It's not necessarily the well-off, either. There's a much more fundamental cultural divide going on than just financial.


If you decide to arm up, get in touch. I know some good firearms trainers in your area who don't charge much.


Mark - didn't you say you grew up on a farm? There seems to be a cultural divide here between urban and rural backgrounds.

I grew up in a small farming community but my dad was a bank manager. I still clearly have a rural background though.

As a side note, I lean Democrat but could not stand to have Mayor Bloomberg "dictate" how big my big gulp should be. That is just frickin' scary. WTF! I say this as a concerned citizen in Washington State.
I'm just fascinated by citizens so unfamiliar with civic duty in a Democratic Republic and the freedoms granted the constitution that they "reasonably" agree to forfeit those rights in order for government to provide "for your own good".

At the base though, what's most troubling is that the "for your own good" crowd's most vocal supporters would argue Darwinism in a philosophic/religious debate. The same crowd that bleats it's a crime that the "poor" go hungry, the disabled aren't accommodated, that there's racism and sexism everywhere. etc. in direct contrast to the Darwinist argument.

It appears to me that there's an unending dilution of our constitutional rights coupled with a deliberate educational ignorance of the meaning and responsibilities of the true blessings of our original freedoms. We now have a "right" to health care", education", "food, shelter, cell phones, etc in the "for your own good" vein with the associated loss of freedoms.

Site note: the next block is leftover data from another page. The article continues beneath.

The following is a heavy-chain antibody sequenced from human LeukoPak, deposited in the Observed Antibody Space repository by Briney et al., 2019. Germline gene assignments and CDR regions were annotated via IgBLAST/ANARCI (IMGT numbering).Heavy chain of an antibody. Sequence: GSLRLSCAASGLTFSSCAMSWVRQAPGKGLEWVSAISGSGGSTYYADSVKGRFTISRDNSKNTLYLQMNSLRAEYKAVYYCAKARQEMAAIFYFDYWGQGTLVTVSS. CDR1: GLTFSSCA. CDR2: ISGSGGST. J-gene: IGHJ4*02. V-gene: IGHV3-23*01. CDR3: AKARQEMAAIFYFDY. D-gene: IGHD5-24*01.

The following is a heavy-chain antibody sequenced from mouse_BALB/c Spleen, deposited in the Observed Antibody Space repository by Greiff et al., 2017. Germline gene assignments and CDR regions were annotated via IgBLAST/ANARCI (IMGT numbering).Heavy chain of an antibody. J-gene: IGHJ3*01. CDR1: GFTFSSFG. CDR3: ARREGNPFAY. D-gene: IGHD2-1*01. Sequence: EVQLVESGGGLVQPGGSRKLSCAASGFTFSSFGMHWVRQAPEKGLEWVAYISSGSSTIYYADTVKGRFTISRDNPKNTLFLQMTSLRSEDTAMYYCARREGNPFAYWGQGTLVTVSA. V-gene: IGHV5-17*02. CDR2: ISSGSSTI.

Sliding scale socialism, with a 2-class system is emerging fast.

BUT... Can someone help me with an argument that's never brought up or articulated anywhere? In the historical perspective, the "keep and bear arms" right assumed that men could possess rifles for home protection and be available to serve as a militia. That stated, the rifle represented the second most technologically advanced weapon available at the time, the cannon representing the most advanced.

So to overlay that on 21st century technology with nuclear weapons at the top, weren't the founders proposing that the citizens had the right to the second tier of weaponry? So we should be able to possess equivalent of an F-18 with armaments or MLRS or tank?

Once whittled down though, I guess you can't go back.
Neil, that would be a great help. You can reach me at teri.pittman at gmail.com. I haven't shot my late husbands shotgun and I definitely need to learn how to clean a gun. My .22 revolver has a bent firing pin but I do have a friend with gunsmith contacts. He's also offered to help me get a better revolver. I guess I've put this off as long as I can.